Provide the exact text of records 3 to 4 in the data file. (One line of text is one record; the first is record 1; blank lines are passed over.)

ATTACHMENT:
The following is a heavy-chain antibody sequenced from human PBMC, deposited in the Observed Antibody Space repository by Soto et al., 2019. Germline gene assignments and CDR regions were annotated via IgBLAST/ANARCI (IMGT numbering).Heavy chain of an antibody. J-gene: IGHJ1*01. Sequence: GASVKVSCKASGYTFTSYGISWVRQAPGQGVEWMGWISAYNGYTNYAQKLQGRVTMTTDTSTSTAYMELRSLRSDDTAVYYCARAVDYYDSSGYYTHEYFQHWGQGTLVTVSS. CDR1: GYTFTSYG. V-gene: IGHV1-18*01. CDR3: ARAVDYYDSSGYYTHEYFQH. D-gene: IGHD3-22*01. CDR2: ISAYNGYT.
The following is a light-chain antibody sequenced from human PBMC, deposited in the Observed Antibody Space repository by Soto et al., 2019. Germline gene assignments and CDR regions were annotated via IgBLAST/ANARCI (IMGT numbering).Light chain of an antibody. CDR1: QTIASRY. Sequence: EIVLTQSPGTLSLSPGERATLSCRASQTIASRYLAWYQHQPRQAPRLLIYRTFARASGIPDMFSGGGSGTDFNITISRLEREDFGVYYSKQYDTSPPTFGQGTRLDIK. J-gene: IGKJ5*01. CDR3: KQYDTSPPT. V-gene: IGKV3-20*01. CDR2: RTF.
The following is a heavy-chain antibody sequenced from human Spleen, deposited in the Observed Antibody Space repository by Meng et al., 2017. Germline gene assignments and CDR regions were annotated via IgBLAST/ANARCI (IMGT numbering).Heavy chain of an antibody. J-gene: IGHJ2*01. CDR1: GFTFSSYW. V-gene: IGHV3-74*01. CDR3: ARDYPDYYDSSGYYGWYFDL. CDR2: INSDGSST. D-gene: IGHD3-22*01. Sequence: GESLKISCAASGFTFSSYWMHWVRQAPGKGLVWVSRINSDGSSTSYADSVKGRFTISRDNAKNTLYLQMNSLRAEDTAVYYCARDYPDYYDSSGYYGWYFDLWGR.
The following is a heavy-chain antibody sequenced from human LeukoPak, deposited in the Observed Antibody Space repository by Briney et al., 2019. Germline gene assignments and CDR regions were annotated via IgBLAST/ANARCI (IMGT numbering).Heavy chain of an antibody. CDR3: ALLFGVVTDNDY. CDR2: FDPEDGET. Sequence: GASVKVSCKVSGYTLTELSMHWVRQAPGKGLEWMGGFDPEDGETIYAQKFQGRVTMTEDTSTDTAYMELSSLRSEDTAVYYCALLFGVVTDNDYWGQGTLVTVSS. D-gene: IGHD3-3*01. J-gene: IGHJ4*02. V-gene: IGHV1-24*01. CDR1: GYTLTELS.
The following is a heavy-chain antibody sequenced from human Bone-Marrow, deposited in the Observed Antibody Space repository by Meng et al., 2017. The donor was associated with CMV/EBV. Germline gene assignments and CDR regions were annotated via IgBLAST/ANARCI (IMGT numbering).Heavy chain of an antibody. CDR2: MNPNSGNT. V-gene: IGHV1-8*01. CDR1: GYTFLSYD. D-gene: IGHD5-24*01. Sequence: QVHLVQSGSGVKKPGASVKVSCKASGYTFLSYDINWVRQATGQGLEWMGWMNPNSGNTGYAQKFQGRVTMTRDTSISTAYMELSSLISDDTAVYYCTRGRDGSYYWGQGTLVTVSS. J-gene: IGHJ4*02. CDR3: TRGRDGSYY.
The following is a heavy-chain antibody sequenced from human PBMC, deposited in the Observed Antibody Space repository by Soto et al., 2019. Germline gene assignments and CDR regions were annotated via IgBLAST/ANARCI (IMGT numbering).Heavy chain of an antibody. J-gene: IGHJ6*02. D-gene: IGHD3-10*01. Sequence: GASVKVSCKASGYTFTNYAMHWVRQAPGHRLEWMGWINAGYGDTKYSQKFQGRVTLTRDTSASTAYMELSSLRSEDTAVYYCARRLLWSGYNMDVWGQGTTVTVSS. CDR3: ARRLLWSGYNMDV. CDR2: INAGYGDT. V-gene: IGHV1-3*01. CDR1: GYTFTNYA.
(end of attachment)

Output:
The following is a heavy-chain antibody sequenced from human Spleen, deposited in the Observed Antibody Space repository by Meng et al., 2017. Germline gene assignments and CDR regions were annotated via IgBLAST/ANARCI (IMGT numbering).Heavy chain of an antibody. J-gene: IGHJ2*01. CDR1: GFTFSSYW. V-gene: IGHV3-74*01. CDR3: ARDYPDYYDSSGYYGWYFDL. CDR2: INSDGSST. D-gene: IGHD3-22*01. Sequence: GESLKISCAASGFTFSSYWMHWVRQAPGKGLVWVSRINSDGSSTSYADSVKGRFTISRDNAKNTLYLQMNSLRAEDTAVYYCARDYPDYYDSSGYYGWYFDLWGR.
The following is a heavy-chain antibody sequenced from human LeukoPak, deposited in the Observed Antibody Space repository by Briney et al., 2019. Germline gene assignments and CDR regions were annotated via IgBLAST/ANARCI (IMGT numbering).Heavy chain of an antibody. CDR3: ALLFGVVTDNDY. CDR2: FDPEDGET. Sequence: GASVKVSCKVSGYTLTELSMHWVRQAPGKGLEWMGGFDPEDGETIYAQKFQGRVTMTEDTSTDTAYMELSSLRSEDTAVYYCALLFGVVTDNDYWGQGTLVTVSS. D-gene: IGHD3-3*01. J-gene: IGHJ4*02. V-gene: IGHV1-24*01. CDR1: GYTLTELS.